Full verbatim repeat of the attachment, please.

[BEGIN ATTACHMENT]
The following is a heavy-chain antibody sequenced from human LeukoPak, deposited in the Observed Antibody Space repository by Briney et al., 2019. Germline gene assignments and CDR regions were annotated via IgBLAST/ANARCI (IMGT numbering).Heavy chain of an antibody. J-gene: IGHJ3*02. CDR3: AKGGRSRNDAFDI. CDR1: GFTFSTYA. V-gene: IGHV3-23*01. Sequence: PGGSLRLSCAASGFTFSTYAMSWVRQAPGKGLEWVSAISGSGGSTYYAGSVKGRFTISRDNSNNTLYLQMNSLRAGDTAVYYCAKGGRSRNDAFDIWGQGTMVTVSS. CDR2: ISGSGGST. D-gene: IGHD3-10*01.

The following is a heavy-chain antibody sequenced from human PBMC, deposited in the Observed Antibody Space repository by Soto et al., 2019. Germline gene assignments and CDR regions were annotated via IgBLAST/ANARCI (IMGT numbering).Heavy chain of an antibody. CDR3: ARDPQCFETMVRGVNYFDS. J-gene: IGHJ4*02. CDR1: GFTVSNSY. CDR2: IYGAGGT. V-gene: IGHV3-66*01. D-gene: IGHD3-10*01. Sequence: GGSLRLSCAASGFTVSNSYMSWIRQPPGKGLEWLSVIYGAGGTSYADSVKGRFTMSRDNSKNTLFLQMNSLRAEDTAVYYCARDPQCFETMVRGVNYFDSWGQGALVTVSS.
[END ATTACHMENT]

The following is a heavy-chain antibody sequenced from human LeukoPak, deposited in the Observed Antibody Space repository by Briney et al., 2019. Germline gene assignments and CDR regions were annotated via IgBLAST/ANARCI (IMGT numbering).Heavy chain of an antibody. J-gene: IGHJ3*02. CDR3: AKGGRSRNDAFDI. CDR1: GFTFSTYA. V-gene: IGHV3-23*01. Sequence: PGGSLRLSCAASGFTFSTYAMSWVRQAPGKGLEWVSAISGSGGSTYYAGSVKGRFTISRDNSNNTLYLQMNSLRAGDTAVYYCAKGGRSRNDAFDIWGQGTMVTVSS. CDR2: ISGSGGST. D-gene: IGHD3-10*01.

The following is a heavy-chain antibody sequenced from human PBMC, deposited in the Observed Antibody Space repository by Soto et al., 2019. Germline gene assignments and CDR regions were annotated via IgBLAST/ANARCI (IMGT numbering).Heavy chain of an antibody. CDR3: ARDPQCFETMVRGVNYFDS. J-gene: IGHJ4*02. CDR1: GFTVSNSY. CDR2: IYGAGGT. V-gene: IGHV3-66*01. D-gene: IGHD3-10*01. Sequence: GGSLRLSCAASGFTVSNSYMSWIRQPPGKGLEWLSVIYGAGGTSYADSVKGRFTMSRDNSKNTLFLQMNSLRAEDTAVYYCARDPQCFETMVRGVNYFDSWGQGALVTVSS.